Community law on Public Procurement and Concessions to institutionalised PPP (IPPP)

In recent years, Public-Private Partnerships (PPP) have developed in many fields. The hallmark of this form of cooperation, which is generally geared to the longer term, is the role of the private partner, who is involved in the various phases of the project (planning, implementation and operation), who is intended to bear risks that are traditionally borne by the public sector and who often contributes to financing the project.

Under Community law, public authorities are free to pursue economic activities themselves or to assign them to third parties, such as mixed capital entities founded in the context of a PPP. However, if public bodies decide to involve third parties in economic activities and if this involvement qualifies as a public contract or a concession, the Community provisions for public procurement and concessions must be complied with. The aim of these provisions is to enable all interested economic operators to tender for public contracts and concessions on a fair and transparent basis in the spirit of the European internal market, thereby enhancing the quality of such projects and cutting their costs by means of increased competition.

The public consultation on the Green Paper on Public-Private Partnerships and Community law on public contracts and concessions showed that there was considerable need for clarification on the application of these rules to so-called ‘institutionalised’ PPP (IPPP). IPPP are understood by the Commission as a co-operation between public and private parties involving the establishment of a mixed capital entity which performs public contracts or concessions. The private input to the IPPP consists — apart from the contribution of capital or other assets — in the active participation in the operation of the contracts awarded to the public-private entity and/or the management of the public-private entity. Conversely, simple capital injections made by private investors into publicly owned companies, do not constitute IPPP and are therefore not covered by the present Communication.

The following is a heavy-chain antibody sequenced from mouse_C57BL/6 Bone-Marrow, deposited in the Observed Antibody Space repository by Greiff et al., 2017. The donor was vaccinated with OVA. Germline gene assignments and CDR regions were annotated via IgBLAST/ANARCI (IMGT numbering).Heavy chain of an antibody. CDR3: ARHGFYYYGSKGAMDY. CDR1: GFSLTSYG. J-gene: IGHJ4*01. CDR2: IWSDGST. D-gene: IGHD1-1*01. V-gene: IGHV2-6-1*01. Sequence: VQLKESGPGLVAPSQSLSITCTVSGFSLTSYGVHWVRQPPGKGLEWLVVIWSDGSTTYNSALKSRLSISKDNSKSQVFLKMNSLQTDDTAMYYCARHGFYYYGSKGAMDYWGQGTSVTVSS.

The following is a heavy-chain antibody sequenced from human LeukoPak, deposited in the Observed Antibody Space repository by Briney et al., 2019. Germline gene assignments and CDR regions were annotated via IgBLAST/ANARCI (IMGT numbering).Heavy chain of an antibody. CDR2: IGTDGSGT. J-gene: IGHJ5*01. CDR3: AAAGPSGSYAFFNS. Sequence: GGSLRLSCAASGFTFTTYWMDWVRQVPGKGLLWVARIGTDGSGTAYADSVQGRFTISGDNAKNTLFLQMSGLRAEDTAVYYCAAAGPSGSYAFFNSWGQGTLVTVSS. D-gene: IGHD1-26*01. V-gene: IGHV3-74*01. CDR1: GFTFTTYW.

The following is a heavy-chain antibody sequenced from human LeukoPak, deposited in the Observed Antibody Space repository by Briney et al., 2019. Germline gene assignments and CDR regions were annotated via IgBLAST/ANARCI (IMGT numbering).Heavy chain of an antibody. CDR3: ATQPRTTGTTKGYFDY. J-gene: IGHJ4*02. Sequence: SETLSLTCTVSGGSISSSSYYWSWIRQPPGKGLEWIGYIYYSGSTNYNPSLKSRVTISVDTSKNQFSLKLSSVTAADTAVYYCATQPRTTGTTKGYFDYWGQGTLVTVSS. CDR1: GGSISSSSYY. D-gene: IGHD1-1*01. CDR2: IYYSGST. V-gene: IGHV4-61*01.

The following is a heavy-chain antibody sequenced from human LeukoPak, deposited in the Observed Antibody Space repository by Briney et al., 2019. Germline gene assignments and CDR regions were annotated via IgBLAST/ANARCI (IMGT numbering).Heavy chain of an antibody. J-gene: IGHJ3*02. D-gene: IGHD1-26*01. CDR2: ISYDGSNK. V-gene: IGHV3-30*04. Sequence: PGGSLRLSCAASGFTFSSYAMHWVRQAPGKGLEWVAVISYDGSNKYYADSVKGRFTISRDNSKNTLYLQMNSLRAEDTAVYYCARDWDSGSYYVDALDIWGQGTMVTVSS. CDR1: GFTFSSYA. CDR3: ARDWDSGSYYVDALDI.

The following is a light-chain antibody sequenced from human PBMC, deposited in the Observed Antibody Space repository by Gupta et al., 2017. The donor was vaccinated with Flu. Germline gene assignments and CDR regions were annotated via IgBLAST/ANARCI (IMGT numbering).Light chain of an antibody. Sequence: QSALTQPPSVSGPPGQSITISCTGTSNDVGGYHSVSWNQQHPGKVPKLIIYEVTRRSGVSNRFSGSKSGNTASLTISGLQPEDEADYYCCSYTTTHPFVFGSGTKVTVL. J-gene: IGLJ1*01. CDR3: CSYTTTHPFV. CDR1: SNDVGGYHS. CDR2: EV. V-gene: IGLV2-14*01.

IPPP  In practice and creation process

  • Either by founding a new company, the capital of which is held jointly by the contracting entity and the private partner — or, in certain cases, by several contracting entities and/or several private partners — and awarding a public contract or a concession to this newly founded public-private entity, Or,
  • By the participation of a private partner in an existing publicly owned company which has obtained public contracts or concessions ‘in-house’ in the past.

Information about the project

If the public task connected with the setting up of an IPPP falls within the scope of the Public Procurement Directives, or of sector-specific Community rules providing for public procurement obligations, special requirements for publication must be complied with. With regard to other public contracts and to service concessions, the principles of transparency and equal treatment arising from the EC Treaty require potential bidders to have equal access to suitable information about the intent of a contracting entity to set up a public-private entity and to award it a public contract or a concession. Suitable information can best be guaranteed by publicising a notice that is sufficiently accessible to potentially interested parties before the private partner is selected.